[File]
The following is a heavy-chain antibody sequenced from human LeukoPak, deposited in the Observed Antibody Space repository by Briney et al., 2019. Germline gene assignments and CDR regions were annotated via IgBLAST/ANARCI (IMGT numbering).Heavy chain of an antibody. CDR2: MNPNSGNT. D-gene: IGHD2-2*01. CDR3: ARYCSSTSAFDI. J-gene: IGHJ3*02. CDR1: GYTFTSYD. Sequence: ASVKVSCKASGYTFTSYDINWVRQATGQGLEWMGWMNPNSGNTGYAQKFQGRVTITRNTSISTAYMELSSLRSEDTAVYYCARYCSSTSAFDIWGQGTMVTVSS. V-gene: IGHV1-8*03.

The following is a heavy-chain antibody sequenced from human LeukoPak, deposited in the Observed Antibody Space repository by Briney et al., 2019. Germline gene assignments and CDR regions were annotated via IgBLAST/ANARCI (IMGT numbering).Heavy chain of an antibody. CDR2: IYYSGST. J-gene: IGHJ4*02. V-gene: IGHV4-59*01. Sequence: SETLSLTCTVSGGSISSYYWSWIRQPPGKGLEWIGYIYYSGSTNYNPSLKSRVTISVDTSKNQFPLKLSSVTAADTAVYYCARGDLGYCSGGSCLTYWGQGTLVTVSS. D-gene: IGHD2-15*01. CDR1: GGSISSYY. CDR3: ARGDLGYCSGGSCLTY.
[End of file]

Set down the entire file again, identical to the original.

The following is a heavy-chain antibody sequenced from human LeukoPak, deposited in the Observed Antibody Space repository by Briney et al., 2019. Germline gene assignments and CDR regions were annotated via IgBLAST/ANARCI (IMGT numbering).Heavy chain of an antibody. CDR2: MNPNSGNT. D-gene: IGHD2-2*01. CDR3: ARYCSSTSAFDI. J-gene: IGHJ3*02. CDR1: GYTFTSYD. Sequence: ASVKVSCKASGYTFTSYDINWVRQATGQGLEWMGWMNPNSGNTGYAQKFQGRVTITRNTSISTAYMELSSLRSEDTAVYYCARYCSSTSAFDIWGQGTMVTVSS. V-gene: IGHV1-8*03.

The following is a heavy-chain antibody sequenced from human LeukoPak, deposited in the Observed Antibody Space repository by Briney et al., 2019. Germline gene assignments and CDR regions were annotated via IgBLAST/ANARCI (IMGT numbering).Heavy chain of an antibody. CDR2: IYYSGST. J-gene: IGHJ4*02. V-gene: IGHV4-59*01. Sequence: SETLSLTCTVSGGSISSYYWSWIRQPPGKGLEWIGYIYYSGSTNYNPSLKSRVTISVDTSKNQFPLKLSSVTAADTAVYYCARGDLGYCSGGSCLTYWGQGTLVTVSS. D-gene: IGHD2-15*01. CDR1: GGSISSYY. CDR3: ARGDLGYCSGGSCLTY.